Since the United States District Court for the Eastern District of Pennsylvania had jurisdiction over this habeas corpus petition at the time the petition was filed, that jurisdiction was not defeated by Petitioner's subsequent transfer. Accordingly, the proper district for this action is the Eastern District of Pennsylvania.


Pursuant to 28 U.S.C. § 1406(a), a district court is permitted to either dismiss or transfer a case to another court even if it does not have jurisdiction. See Goldlawr, Inc. v. Heiman, 369 U.S. 463, 466-67 (1962) (establishing that the language of § 1406 is broad enough to authorize the transfer of cases where the plaintiff has filed in a court that does not have jurisdiction over the defendant); Lafferty v. St. Riel, 495 F.3d 72, 77-78 (3d Cir. 2007) (stating that § 1406(a) comes into play when plaintiffs have filed in an improper forum and district courts are required to either dismiss or transfer the case) (citing Goldlawr, 369 U.S. at 465-66). Section 1406(a) provides in pertinent part:

The district court of a district in which is filed a case laying venue in the wrong division or district shall dismiss, or if it be in the interest of justice, transfer such case to any district or division in which it could have been brought.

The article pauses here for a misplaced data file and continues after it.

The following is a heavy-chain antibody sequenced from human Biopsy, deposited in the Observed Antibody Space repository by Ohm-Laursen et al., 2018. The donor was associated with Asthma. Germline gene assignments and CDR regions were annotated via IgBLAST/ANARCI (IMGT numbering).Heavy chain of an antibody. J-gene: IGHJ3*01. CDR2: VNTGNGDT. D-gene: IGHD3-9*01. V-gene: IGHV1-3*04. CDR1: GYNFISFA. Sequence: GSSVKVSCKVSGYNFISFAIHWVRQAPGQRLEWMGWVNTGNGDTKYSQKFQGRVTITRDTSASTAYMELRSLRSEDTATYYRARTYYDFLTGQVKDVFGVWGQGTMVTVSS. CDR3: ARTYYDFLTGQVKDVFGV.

28 U.S.C. § 1406(a).

Therefore, in the interests of justice, this Court will transfer this Petition, construed as one filed under § 2241, to the United States District Court for the Eastern District of Pennsylvania. See Telesis Mergers & Acquisitions v. Atlantis Federal, 918 F.Supp. 823, 835 (D.N.J. 1996) (interests of justice dictated transfer under § 1406(a) rather than dismissal for lack of personal jurisdiction); cf. Fritsch v. F/V Anna Marie, No. 05-34959, 2006 WL 995411, at *3, n. 5 (D.N.J. April 11, 2006) (noting that, under "§ 1406(a), a district court, upon motion or sua sponte may transfer a case to a court of proper jurisdiction when such a transfer is in the interest of justice" and that the court has "broad discretion in deciding whether to order a transfer'") (quoting Decker v. Dyson, 165 F.Appx. 951, 954 (3d Cir. Jan. 19, 2006) (quoting Caldwell v. Palmetto State Sav. Bank of S.C., 811 F.2d 916, 919 (5th Cir. 1987))).


For the reasons set forth above, this case is transferred to the United States Court for the Eastern District of Pennsylvania. An appropriate Order follows.